The Chromatic Scale, the Major and Minor Scales, and the Musical Intervals

By Sam Frantz © 2001

There are only twelve unique notes in the chromatic scale. The major scale sounds like ”Do Re Mi Fa Sol La Ti Do”, and it contains only seven unique notes. The letter names of the notes are not important in determining the structure of a scale, only the relative distances between the scale steps. The piano keyboard is laid out such that the white keys form a major scale beginning with C. But a major scale can be constructed in any key by following the same relative spacing of scale steps. Specifically, from the starting point, go up 2, 2, 1, 2, 2, 2, and 1. Notice that this adds up to 12, which means you end up exactly where you started, only one octave higher. +2 0 1 2 3 Chromatic Scale 1 0 Major Scale Step 2 3 4 5 6 7 8 9 10 11 0 1 2 3 4 5 6 7 8 9 10 11 0 1 2 3 4 5 6 7 8 9 10 11 0 4 5 6 7 8 9 10 11 12 13 14 15 16 17 18 19 20… +2 +1 +2 +2 +2 +1

C I
Perfect Unison
(minor second)

D
Major Second

E

F
(diminished fifth)

G
Perfect Fifth

A
(minor seventh*)

B
Major Seventh

C

D

E

F

G

A

B

C

D

E

F

G

A

B

C

II III IV V VI VII I
Perfect Fourth Major Third Major Sixth Perfect Octave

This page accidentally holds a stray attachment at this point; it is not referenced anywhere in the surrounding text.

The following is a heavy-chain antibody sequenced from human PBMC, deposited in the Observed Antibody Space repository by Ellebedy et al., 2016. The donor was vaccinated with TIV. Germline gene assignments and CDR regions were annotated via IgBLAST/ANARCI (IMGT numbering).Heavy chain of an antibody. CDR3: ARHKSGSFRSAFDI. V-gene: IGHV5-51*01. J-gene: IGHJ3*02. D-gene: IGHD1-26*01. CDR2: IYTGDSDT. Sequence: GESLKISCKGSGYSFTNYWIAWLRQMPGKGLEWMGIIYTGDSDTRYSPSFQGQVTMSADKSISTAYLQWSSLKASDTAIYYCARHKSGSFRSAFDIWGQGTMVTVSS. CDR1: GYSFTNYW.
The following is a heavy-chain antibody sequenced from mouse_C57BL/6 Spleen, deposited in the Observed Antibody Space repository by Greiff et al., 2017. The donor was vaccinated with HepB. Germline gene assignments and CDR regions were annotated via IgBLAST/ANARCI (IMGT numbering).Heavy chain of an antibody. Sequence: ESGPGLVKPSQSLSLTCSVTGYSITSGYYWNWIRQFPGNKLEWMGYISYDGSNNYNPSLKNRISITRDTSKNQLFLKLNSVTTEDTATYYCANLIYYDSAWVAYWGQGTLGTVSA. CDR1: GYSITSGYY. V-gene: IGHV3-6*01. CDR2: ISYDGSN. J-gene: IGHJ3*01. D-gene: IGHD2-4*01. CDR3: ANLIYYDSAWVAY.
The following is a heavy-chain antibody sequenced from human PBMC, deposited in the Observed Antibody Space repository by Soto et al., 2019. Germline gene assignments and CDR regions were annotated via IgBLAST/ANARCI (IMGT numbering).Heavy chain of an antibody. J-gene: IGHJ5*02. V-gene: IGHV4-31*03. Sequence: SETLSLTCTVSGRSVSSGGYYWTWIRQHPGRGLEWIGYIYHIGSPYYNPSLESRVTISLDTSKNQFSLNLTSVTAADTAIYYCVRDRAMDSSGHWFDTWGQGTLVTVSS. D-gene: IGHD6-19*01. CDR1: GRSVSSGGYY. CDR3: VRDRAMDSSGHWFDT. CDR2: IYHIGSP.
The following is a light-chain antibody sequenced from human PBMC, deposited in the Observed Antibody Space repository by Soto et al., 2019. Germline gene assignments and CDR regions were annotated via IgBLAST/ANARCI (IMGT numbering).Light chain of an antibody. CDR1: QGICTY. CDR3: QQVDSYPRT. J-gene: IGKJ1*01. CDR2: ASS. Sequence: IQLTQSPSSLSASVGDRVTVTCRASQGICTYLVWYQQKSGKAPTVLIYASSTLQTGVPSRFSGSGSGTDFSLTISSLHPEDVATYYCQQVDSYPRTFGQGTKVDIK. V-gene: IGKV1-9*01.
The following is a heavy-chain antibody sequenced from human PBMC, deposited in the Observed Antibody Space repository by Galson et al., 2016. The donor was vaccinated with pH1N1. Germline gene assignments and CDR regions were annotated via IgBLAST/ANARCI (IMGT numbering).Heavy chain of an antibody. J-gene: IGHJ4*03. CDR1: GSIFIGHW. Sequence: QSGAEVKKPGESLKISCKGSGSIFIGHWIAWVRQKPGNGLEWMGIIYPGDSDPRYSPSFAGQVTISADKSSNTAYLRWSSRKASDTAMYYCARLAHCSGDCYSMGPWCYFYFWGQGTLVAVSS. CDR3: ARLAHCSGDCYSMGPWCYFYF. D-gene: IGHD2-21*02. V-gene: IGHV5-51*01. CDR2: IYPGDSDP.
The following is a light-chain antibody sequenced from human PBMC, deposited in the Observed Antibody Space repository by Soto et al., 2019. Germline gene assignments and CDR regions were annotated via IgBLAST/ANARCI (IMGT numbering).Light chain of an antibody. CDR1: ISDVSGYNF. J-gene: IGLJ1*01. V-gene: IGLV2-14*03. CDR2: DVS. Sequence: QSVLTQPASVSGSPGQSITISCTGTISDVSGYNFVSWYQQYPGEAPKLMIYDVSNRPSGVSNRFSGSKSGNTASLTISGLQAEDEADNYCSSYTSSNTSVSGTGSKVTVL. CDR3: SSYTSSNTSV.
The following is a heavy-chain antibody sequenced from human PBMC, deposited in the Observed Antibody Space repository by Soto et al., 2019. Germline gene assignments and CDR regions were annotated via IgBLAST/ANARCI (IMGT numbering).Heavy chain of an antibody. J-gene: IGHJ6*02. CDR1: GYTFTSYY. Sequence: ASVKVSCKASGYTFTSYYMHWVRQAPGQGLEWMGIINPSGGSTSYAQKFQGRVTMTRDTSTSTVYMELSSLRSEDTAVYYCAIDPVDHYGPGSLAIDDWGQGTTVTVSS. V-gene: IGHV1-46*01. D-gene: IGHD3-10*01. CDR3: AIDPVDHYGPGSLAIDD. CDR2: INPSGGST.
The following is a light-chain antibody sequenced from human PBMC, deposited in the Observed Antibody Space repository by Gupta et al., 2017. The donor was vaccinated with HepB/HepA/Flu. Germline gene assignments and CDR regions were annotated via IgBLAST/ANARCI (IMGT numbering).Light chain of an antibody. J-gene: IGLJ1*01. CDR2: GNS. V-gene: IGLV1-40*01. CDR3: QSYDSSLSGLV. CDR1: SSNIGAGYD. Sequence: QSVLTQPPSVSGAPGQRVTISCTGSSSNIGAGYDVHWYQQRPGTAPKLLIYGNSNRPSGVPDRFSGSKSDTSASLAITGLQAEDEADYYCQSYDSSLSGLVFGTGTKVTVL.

(minor third) (minor sixth)

II III IV V VI VII I
Major Ninth Major Tenth Perfect Eleventh Perfect Twelfth

II III IV V VI VII
Musical Intervals

An interval describes the distance between two notes. Interval names are based on the scale step numbers, but are measured in (chromatic) semitones. +2 +1 +2 +2 +1 +2 +2

In common usage, perfect and major intervals are referred to by their simple numeric names – “second”, “third”, “fourth”, “fifth”, “sixth”, “octave”. The minor intervals are referred to by their full names (“minor third”, etc.). The exception is the seventh, where the minor uses the simple name, and the major is called “major seventh”.

A

B

C

D

E

F

G

A

Note that the minor scale can also be played on the white keys of a piano. The starting note is three semitones lower than the starting tone for the major scale, so the structure looks like this:

Major and Minor Chords in the Context of the Major Scale
0 4 7 0 3 7
A major chord consists of a major third and a perfect fifth. Major chords can be formed with the root note on the I, IV, and V step of the scale. A minor chord consists of a minor third and a perfect fifth. Minor chords can be formed with the root note on the II, III, and VI steps of the scale.

0

1 2 3

4

5

6 7 8 9 10 11 12 13 14 15 16 17 18 19 20…

1 0 2

3 4 5

6 7

8 9

10 11 0

1 2

3 4 5

6 7

8 9

10 11 0

1 2

3 4 5

6 7

8 9

10 11

I

II III IV V VI
4 5 4 5 7 9 11 7 9 11 7 9 11

I

II III IV V VI

I

II III IV V VI
+4=

0 C Major 2 D minor E minor F Major G Major A minor

I Major 0

4
+3=

+3=

7
+4=

II minor 2

5
+3=

9
+4=

III minor 4 12 14 12
+3=

7
+4=

11
+3=

IV Major 5 V Major 16 14
+3=

9
+4=

12
+3=

7

11
+3=

14
+4=

B diminished (G dominant 7th)

VI minor 9 17
(no perfect fifth)

12

16

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